May 28, 2024

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The Interior Ministry says detention of flights in Rwanda will begin within weeks

The Interior Ministry says detention of flights in Rwanda will begin within weeks

Comment on the photo, The first flight to Rwanda was scheduled to take off in June 2022, but was canceled after legal challenges.

The Home Office said the migrants will begin detention within weeks in preparation for their first flights taking off for Rwanda.

And yet comes The Guardian reported The transfer of people to detention centers will begin on Monday.

In response, the Ministry of Interior said that the government was “entering the final stage” to activate this policy.

Glasgow-based human rights lawyer Amer Anwar said he had been informed that the arrests would begin on Monday.

Prime Minister Rishi Sunak said the first flight should take off within 10 to 12 weeks.

A Home Office spokesman said that preparations at some stage would “inevitably” include detaining people.

The spokesman added: “It would be inappropriate to comment further on operational activity.”

According to The Guardian, officials plan to detain asylum seekers who attend routine meetings at immigration services offices, and will also pick up people nationwide in a major two-week exercise. These people will then be transferred to detention centres.

These details have not been confirmed by the BBC.

The policy, which will see some asylum seekers sent to Rwanda, seeks to deter people from crossing the canal in small boats.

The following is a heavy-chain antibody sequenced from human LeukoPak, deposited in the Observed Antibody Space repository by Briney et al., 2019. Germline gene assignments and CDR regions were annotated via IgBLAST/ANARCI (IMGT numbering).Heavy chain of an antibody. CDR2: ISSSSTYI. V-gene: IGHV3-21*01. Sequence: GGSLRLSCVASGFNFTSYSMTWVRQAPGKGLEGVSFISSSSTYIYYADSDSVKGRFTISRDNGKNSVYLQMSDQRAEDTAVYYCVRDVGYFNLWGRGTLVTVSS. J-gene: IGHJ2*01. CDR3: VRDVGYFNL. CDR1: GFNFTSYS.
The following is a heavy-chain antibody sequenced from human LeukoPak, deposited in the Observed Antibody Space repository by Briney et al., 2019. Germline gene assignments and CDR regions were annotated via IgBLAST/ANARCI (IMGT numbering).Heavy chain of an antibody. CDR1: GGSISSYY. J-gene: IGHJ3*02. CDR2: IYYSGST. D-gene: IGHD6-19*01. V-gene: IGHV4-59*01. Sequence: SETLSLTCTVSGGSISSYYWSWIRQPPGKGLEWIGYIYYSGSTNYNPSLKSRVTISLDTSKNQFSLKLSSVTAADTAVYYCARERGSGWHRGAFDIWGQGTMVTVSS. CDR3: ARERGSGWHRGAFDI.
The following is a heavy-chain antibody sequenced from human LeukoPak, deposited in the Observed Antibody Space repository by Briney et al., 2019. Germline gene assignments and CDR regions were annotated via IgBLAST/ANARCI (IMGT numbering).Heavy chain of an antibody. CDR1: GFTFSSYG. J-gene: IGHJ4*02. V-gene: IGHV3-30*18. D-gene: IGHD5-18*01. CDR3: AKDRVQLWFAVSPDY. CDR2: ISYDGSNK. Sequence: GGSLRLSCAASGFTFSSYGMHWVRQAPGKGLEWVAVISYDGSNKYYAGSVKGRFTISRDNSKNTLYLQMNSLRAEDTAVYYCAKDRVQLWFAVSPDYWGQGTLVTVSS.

“We know from our clinical services that even torture survivors who are completely safe from harm tend to live in an almost constant state of hypervigilance to threats, due to their histories of arrest, detention and abuse in authoritarian states. So news of this crackdown is certain to trigger “The mental health breakdown of many of the men, women and children who receive the care of our therapists.”

However, the plan could still be disrupted by court challenges.

Meanwhile, Mr Sunak said claims that the Rwanda plan is causing a surge in migrants to Ireland show it is already having a deterrent effect.

Earlier this week, Irish Deputy Prime Minister Micheal Martin said there had been an increase in the number of people crossing the border from Northern Ireland into the Republic, partly because people were “scared” to remain in the UK where they could be sent to Rwanda. .

In an interview on Sky News' Sunday Morning with Trevor Phillips, Sunak was asked about the comments and was challenged on whether the UK was simply exporting the problem.

The Prime Minister said: “My focus is on the UK and securing our borders.

“But what this comment makes clear is two things.

“Firstly, illegal immigration is a global challenge, which is why you see so many countries talking about third country partnerships, looking for new ways to solve this problem, and I think they will follow what the UK has led.

“If people come to our country illegally, but they know they won’t be able to stay, they are unlikely to come, which is why the Rwanda scheme is so important.”

Taoiseach Simon Harris said Ireland “will not provide a loophole to the immigration challenges faced by anyone else.”

Justice Secretary Helen McEntee has been asked to introduce legislation to Cabinet this week to enable the return of asylum seekers to the UK.

But a British government source said on Sunday that it “will not accept any asylum returns from the European Union via Ireland until the European Union accepts the possibility of returning them to France.”

They said that the government is “fully focused on activating the Rwanda plan and will continue to work with the French to prevent boats from crossing the canal.”

More than 7,000 people have arrived on small boats so far this year.

Labour's Shadow Immigration Minister Stephen Kinnock said: “More people have arrived in small boats so far this year than ever before, and more people need to be rescued.”

“What will it take for Rishi Sunak to wake up and realize his plan isn't working?”